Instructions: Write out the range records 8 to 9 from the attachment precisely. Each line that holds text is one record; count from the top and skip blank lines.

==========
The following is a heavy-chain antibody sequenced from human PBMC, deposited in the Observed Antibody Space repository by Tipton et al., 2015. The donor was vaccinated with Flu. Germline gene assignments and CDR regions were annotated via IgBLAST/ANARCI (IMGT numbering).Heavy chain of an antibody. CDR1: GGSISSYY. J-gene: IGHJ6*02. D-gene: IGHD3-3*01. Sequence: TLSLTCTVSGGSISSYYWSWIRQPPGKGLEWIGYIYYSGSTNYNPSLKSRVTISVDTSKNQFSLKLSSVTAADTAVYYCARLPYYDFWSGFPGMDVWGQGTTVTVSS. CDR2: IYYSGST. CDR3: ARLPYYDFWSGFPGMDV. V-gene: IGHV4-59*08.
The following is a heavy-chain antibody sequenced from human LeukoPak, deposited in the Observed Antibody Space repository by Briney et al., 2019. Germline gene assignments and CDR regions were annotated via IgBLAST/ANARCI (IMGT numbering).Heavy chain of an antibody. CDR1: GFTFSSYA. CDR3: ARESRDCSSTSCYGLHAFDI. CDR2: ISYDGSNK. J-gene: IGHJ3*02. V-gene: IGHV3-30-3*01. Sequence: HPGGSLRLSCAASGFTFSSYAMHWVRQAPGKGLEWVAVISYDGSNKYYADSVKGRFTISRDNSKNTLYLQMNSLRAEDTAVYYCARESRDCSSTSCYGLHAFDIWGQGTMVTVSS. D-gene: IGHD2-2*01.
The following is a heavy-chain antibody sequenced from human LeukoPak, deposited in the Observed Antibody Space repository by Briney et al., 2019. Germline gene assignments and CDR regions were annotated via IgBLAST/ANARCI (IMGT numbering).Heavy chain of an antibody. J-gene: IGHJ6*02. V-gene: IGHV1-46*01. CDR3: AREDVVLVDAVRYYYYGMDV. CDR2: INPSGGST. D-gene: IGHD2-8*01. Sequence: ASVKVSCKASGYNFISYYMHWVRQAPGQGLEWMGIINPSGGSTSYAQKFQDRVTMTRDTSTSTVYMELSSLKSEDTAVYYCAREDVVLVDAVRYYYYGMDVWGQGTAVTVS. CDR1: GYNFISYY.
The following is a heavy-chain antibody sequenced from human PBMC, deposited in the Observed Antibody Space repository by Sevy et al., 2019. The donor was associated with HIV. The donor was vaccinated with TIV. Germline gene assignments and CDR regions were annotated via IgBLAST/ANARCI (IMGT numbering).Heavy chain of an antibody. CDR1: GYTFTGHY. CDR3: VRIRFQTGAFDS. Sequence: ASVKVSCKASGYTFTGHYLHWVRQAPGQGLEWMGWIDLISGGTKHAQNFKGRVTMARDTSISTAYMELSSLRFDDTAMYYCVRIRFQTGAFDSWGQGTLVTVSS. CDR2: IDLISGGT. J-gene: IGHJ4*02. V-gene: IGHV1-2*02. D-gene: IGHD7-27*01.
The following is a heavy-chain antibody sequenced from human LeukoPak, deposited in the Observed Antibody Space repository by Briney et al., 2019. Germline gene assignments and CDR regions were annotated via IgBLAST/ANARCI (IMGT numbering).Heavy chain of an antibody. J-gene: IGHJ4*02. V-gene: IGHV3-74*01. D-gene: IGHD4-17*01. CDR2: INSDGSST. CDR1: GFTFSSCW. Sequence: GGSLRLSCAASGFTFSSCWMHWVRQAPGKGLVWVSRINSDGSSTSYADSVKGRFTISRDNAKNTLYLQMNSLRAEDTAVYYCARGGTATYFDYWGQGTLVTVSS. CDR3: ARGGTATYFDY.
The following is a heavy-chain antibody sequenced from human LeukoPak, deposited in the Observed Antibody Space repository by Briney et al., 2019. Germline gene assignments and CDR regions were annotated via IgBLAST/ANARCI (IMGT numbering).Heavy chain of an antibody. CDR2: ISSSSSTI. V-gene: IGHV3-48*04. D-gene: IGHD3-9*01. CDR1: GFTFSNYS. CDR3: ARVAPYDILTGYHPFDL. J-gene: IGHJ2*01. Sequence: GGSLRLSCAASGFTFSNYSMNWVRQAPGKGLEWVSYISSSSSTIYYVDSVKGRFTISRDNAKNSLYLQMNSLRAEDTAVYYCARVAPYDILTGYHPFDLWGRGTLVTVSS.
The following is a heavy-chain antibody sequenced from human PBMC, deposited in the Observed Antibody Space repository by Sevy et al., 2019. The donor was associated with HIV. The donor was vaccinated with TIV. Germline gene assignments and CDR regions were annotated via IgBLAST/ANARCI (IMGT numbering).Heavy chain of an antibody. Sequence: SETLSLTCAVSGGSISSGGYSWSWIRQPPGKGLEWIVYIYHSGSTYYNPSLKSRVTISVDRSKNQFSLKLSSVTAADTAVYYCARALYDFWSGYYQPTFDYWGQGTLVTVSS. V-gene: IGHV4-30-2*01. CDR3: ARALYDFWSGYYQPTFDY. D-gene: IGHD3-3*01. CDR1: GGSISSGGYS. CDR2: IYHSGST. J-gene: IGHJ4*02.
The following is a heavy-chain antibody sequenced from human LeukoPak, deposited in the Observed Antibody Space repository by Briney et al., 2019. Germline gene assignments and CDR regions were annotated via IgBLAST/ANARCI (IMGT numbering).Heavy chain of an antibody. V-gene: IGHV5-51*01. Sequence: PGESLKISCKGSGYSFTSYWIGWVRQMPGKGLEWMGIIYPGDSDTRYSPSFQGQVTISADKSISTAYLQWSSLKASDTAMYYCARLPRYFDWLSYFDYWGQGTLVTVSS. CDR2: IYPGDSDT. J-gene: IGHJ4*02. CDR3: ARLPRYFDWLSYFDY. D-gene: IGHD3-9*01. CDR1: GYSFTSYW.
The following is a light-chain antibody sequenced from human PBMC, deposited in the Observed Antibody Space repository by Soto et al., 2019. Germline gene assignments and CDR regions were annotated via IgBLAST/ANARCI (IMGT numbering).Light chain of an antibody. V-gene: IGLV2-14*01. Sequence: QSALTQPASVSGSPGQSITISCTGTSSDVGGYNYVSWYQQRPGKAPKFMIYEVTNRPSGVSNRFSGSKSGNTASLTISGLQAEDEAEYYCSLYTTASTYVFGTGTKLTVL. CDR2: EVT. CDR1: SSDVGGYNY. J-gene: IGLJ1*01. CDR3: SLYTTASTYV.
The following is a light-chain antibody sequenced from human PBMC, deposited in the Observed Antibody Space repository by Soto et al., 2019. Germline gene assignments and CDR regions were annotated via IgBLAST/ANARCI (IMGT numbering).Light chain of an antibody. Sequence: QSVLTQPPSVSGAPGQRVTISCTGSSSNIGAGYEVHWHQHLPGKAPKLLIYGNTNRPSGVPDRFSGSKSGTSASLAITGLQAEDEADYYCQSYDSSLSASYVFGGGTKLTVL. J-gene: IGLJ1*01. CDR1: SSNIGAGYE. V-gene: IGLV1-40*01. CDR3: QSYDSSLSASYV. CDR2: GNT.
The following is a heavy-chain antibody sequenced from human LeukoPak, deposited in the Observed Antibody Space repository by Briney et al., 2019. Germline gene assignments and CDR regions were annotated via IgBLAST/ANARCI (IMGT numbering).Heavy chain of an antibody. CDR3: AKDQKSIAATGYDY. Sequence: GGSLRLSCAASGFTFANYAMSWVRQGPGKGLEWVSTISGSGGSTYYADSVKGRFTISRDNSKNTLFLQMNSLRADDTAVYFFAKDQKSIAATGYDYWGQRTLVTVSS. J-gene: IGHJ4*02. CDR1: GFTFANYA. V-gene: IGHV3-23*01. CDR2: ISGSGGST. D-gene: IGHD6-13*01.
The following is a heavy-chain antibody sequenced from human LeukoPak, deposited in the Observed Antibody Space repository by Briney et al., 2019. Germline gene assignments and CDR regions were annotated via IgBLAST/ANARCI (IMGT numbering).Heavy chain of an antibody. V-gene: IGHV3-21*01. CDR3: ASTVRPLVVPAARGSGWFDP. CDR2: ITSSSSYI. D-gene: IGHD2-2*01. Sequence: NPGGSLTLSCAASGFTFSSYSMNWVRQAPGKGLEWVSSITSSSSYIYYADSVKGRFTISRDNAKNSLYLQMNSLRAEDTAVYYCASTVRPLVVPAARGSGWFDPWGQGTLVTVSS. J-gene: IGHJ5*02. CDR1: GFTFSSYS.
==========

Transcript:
The following is a heavy-chain antibody sequenced from human LeukoPak, deposited in the Observed Antibody Space repository by Briney et al., 2019. Germline gene assignments and CDR regions were annotated via IgBLAST/ANARCI (IMGT numbering).Heavy chain of an antibody. V-gene: IGHV5-51*01. Sequence: PGESLKISCKGSGYSFTSYWIGWVRQMPGKGLEWMGIIYPGDSDTRYSPSFQGQVTISADKSISTAYLQWSSLKASDTAMYYCARLPRYFDWLSYFDYWGQGTLVTVSS. CDR2: IYPGDSDT. J-gene: IGHJ4*02. CDR3: ARLPRYFDWLSYFDY. D-gene: IGHD3-9*01. CDR1: GYSFTSYW.
The following is a light-chain antibody sequenced from human PBMC, deposited in the Observed Antibody Space repository by Soto et al., 2019. Germline gene assignments and CDR regions were annotated via IgBLAST/ANARCI (IMGT numbering).Light chain of an antibody. V-gene: IGLV2-14*01. Sequence: QSALTQPASVSGSPGQSITISCTGTSSDVGGYNYVSWYQQRPGKAPKFMIYEVTNRPSGVSNRFSGSKSGNTASLTISGLQAEDEAEYYCSLYTTASTYVFGTGTKLTVL. CDR2: EVT. CDR1: SSDVGGYNY. J-gene: IGLJ1*01. CDR3: SLYTTASTYV.